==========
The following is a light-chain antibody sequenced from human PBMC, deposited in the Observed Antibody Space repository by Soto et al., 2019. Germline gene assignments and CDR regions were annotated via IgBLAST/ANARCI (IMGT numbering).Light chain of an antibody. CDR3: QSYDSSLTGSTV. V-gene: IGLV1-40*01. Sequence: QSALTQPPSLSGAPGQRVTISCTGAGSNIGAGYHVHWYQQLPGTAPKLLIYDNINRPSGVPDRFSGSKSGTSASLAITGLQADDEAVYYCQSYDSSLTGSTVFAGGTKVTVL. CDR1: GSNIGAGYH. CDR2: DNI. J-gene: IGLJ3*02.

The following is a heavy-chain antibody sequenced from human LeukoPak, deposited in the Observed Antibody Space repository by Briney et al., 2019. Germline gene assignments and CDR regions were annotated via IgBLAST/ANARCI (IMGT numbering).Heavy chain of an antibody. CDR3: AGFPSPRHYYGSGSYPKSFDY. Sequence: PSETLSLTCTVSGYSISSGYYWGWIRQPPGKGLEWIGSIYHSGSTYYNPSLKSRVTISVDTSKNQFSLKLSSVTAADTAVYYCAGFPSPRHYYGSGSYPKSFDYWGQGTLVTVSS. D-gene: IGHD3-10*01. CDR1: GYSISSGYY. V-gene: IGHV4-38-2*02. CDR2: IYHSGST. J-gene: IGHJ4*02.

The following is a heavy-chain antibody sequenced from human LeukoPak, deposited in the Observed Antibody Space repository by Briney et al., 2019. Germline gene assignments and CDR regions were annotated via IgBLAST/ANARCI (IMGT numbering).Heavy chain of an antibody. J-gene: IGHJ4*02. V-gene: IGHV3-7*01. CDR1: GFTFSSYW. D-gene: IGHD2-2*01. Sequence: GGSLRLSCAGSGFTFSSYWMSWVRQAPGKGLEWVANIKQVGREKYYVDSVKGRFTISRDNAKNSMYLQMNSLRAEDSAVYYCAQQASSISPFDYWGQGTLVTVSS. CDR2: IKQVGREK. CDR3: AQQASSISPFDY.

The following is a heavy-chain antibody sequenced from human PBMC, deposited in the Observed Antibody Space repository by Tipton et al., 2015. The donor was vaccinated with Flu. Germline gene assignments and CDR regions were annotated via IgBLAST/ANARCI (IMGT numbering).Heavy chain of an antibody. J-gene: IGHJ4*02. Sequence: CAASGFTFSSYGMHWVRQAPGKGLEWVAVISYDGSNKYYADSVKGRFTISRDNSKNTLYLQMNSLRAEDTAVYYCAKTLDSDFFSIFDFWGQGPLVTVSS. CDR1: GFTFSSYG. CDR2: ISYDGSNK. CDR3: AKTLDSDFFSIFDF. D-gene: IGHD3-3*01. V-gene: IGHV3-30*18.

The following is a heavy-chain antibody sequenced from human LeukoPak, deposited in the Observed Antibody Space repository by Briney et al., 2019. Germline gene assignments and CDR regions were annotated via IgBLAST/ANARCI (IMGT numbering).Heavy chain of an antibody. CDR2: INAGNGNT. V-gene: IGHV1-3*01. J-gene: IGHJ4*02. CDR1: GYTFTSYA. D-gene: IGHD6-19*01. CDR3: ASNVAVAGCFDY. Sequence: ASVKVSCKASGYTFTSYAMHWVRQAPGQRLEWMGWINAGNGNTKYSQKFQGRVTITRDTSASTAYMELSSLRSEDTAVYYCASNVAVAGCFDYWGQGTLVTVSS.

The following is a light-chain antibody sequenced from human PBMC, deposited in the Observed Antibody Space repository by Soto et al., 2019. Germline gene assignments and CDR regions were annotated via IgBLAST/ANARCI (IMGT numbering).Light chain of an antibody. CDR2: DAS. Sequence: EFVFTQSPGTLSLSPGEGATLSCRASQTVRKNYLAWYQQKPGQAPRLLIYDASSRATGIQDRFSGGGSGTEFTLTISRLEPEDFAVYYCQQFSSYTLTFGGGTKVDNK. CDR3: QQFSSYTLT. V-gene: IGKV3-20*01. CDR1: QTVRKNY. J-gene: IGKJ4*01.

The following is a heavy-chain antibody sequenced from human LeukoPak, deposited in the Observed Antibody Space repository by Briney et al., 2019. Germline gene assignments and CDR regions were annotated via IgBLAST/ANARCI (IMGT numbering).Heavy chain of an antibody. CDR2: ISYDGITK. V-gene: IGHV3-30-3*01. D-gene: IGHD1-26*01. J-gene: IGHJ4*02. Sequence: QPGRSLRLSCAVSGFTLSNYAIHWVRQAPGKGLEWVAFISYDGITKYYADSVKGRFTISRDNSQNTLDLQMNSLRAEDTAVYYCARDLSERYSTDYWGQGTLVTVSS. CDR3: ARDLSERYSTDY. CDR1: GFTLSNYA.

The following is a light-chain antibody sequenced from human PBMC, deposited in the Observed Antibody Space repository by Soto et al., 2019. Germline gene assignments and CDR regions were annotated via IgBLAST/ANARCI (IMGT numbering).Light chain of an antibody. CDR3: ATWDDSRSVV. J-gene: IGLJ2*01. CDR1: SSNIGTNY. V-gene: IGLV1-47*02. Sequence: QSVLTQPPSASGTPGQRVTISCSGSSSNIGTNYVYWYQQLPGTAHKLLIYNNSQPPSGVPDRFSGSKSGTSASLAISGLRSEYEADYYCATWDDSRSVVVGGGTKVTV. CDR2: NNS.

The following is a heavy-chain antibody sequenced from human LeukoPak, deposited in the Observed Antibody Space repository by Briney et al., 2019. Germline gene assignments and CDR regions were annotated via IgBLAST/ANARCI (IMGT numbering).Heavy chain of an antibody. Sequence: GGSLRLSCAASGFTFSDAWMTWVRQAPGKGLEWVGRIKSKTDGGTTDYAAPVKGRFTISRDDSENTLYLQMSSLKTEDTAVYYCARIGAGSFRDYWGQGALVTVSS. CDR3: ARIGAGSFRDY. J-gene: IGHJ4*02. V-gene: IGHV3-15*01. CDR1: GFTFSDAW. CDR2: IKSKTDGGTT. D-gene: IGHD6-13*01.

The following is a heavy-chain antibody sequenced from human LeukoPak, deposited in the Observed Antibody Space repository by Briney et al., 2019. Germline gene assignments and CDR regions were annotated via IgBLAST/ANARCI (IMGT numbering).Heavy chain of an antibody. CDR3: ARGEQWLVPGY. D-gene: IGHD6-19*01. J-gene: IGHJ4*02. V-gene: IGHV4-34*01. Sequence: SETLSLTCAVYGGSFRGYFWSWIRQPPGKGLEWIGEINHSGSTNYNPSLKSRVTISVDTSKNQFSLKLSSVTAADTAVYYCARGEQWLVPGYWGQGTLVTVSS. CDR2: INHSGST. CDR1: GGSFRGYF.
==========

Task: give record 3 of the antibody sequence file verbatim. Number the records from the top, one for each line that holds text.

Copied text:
The following is a heavy-chain antibody sequenced from human LeukoPak, deposited in the Observed Antibody Space repository by Briney et al., 2019. Germline gene assignments and CDR regions were annotated via IgBLAST/ANARCI (IMGT numbering).Heavy chain of an antibody. J-gene: IGHJ4*02. V-gene: IGHV3-7*01. CDR1: GFTFSSYW. D-gene: IGHD2-2*01. Sequence: GGSLRLSCAGSGFTFSSYWMSWVRQAPGKGLEWVANIKQVGREKYYVDSVKGRFTISRDNAKNSMYLQMNSLRAEDSAVYYCAQQASSISPFDYWGQGTLVTVSS. CDR2: IKQVGREK. CDR3: AQQASSISPFDY.